Skip to main content

JWT: A token that changed how we see identity

· 8 min read
Jens Langhammer
Tana Berry

Even though JWTs (JSON Web Tokens, pronounced “jots”) have been around since 2010, it’s worth examining their more recent rise to become the dominant standard for managing authentication requests for application access.

When JWTs were first introduced, it was immediately clear that they were already an improvement on using a single string to represent the user information needed for authentication. The single string credential method was simple, but not as secure. There was no way to provide additional data or internal checks about the validity of the string or its issuer. With JWTs, there are expanded capabilities with more parts; there is a header, JSON-encoded payloads (called “claims”, which hold data about the user and about the token itself, such as an expiration date), and a signature (either a private key or a private/public key combination).

Let’s look a bit more closely at what a JWT is, review a short history of JWT evolutions and adoption, then discuss how JWTs are used in authentik.

What is a JWT?

As briefly described above, a JWT is a security token that is to used securely and efficiently pass signed payloads containing the identity of authenticated users between servers and applications or other services. JWTs are a structured format token, made up of encoded JSON content.

There are typically three parts to a JWT, and in an encoded JWT each part is separated by a period (.). In the table below, the entire encoded JWT is shown in the left column, with three different colors to highlight the three different parts, which are shown decoded in the right column.

Let’s take a closer look at each of the three parts, as shown above:

  • The Header is a familiar concept in authentication, as an HTTP Authorization ****request header can be used in APIs to hold user credentials. For a JWT, the two most common declarations in the header are alg (defines the hashing algorithm used to sign the JWT) and typ to declare the token as a JWT.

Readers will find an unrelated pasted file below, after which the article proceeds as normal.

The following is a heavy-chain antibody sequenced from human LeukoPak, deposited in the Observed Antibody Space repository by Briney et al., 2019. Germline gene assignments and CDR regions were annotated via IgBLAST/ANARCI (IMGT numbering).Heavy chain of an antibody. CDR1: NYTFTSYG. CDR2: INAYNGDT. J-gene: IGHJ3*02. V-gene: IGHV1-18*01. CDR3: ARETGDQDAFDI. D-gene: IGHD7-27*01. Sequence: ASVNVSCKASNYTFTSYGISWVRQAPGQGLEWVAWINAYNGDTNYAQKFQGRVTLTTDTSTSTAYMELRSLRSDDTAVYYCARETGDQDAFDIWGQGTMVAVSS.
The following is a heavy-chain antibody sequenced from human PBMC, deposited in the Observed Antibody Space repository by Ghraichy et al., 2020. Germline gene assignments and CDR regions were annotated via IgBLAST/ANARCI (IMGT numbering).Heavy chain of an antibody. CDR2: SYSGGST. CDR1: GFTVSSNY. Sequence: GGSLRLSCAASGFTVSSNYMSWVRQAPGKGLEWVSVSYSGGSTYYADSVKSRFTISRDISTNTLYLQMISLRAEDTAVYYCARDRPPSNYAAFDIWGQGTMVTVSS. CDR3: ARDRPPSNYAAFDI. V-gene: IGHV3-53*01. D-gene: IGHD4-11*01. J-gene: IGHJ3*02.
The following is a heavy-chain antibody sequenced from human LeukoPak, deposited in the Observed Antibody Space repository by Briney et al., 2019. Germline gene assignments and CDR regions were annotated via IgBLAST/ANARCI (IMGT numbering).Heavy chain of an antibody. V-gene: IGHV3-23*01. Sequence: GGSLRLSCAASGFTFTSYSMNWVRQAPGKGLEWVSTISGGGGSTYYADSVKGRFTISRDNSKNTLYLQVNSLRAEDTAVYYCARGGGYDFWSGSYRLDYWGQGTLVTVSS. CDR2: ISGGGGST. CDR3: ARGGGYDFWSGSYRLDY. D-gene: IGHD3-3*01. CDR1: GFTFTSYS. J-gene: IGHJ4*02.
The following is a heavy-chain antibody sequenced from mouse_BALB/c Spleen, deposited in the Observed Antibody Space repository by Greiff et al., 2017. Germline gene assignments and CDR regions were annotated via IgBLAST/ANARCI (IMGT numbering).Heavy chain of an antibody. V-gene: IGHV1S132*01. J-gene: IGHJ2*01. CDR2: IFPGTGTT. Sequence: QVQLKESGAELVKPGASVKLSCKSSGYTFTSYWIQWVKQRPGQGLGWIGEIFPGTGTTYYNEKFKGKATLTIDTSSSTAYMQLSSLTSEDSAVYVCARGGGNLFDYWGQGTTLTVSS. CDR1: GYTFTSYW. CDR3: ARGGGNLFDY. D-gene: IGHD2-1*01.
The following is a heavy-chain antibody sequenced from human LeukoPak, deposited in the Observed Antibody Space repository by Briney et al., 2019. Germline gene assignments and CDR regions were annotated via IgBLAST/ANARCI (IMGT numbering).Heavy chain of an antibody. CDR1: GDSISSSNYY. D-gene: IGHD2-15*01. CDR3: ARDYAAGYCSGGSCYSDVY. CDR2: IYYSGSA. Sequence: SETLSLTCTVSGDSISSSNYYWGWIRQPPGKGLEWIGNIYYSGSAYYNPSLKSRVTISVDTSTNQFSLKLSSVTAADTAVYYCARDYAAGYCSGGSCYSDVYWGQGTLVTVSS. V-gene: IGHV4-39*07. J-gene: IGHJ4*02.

• The Payload section of the JWT contains the claims, one of the most important and powerful part of JWTs. A claim is data, about the user and/or the token, in encoded JSON. There are seven official registered claims, plus many public claims that anyone can use. In addition, you can create private claims for use within you own environment. You can see a list of all registered and public claims on the official website maintained by IANA (Internet Assigned Numbers Authority).

In the example above, the following claims are included in the JWT: sub (the subject of the JWT), name (the name of person who requested/created it), and iat (the time at which the JWT was issued; this claim is used to determine the age of JWT).

NOTE: of course, in most cases you would not include sensitive information within the claims, because an encoded JWT can be easily decoded! However, there are certain use cases of including PII (such as user name) within a JWT, for use by internal processes within the application. For example, if application A uses authentik to login, the JWT should in most cases not be visible to the end user and should be treated as a password/credential/secret. If the JWT will be visible to the end user for some rare reason, then it should not include any PII.

  • In the Verified Signature part, we see more information about how the JWT was signed, as well as the signature that was created by the server using a secret key. The electronic signature is simply a unique mathematical computation, and this signature is for the specific payload of the JWT. If any data in the JWT is modified, then the JWT must be re-signed. In the case of malfeasance, the attacker would have to know the original secret or private key in order to re-sign. If they didn’t know the secret data, then the modified data is rendered useless because the server cannot validate the signature.

In the example above, the token is signed using a single secret key. This is known as symmetric signing, with the HMACSHA256 (HMAC + SHA256 checksum) algorithm. JWTs can also be signed with a public/private key pair (i.e using an RSA or ECDSA algorithm); this is known as asymmetric signing because one single secret can not perform both operations (sign,validate / encrypt,decrypt).

There are two types of JWTs:

  • A JWS is an electronically signed JWT, but the content of the payloads is not encrypted. We use JWS in authentik, primarily because we (along with most in the industry) don’t see the overhead “cost” of encryption for users to be worth the benefits. Using a JWS also allows for developers to view data within the JWT (without having to do decryption). In authentik JWTs are, by default, symmetically signed, but you can select to use asymmetrically signed JWTs.